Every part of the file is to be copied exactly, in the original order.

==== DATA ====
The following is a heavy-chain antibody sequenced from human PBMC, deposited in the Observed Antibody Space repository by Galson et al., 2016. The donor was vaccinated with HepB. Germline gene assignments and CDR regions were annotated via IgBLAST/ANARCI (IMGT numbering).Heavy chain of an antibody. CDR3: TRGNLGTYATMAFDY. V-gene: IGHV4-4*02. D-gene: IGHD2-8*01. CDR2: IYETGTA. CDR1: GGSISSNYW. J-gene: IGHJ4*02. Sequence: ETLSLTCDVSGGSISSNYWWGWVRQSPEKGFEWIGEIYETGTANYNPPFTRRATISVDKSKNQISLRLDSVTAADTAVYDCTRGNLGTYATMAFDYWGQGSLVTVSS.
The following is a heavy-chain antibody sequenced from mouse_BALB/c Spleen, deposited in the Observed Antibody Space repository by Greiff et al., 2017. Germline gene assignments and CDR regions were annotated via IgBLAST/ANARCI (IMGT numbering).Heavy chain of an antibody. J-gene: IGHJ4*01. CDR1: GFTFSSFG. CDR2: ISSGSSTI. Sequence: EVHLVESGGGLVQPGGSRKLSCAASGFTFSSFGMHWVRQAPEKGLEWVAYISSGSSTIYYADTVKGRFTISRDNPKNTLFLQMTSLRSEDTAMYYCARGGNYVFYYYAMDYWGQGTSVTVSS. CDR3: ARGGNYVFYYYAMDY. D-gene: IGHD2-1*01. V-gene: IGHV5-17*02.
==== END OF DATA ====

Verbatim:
The following is a heavy-chain antibody sequenced from human PBMC, deposited in the Observed Antibody Space repository by Galson et al., 2016. The donor was vaccinated with HepB. Germline gene assignments and CDR regions were annotated via IgBLAST/ANARCI (IMGT numbering).Heavy chain of an antibody. CDR3: TRGNLGTYATMAFDY. V-gene: IGHV4-4*02. D-gene: IGHD2-8*01. CDR2: IYETGTA. CDR1: GGSISSNYW. J-gene: IGHJ4*02. Sequence: ETLSLTCDVSGGSISSNYWWGWVRQSPEKGFEWIGEIYETGTANYNPPFTRRATISVDKSKNQISLRLDSVTAADTAVYDCTRGNLGTYATMAFDYWGQGSLVTVSS.
The following is a heavy-chain antibody sequenced from mouse_BALB/c Spleen, deposited in the Observed Antibody Space repository by Greiff et al., 2017. Germline gene assignments and CDR regions were annotated via IgBLAST/ANARCI (IMGT numbering).Heavy chain of an antibody. J-gene: IGHJ4*01. CDR1: GFTFSSFG. CDR2: ISSGSSTI. Sequence: EVHLVESGGGLVQPGGSRKLSCAASGFTFSSFGMHWVRQAPEKGLEWVAYISSGSSTIYYADTVKGRFTISRDNPKNTLFLQMTSLRSEDTAMYYCARGGNYVFYYYAMDYWGQGTSVTVSS. CDR3: ARGGNYVFYYYAMDY. D-gene: IGHD2-1*01. V-gene: IGHV5-17*02.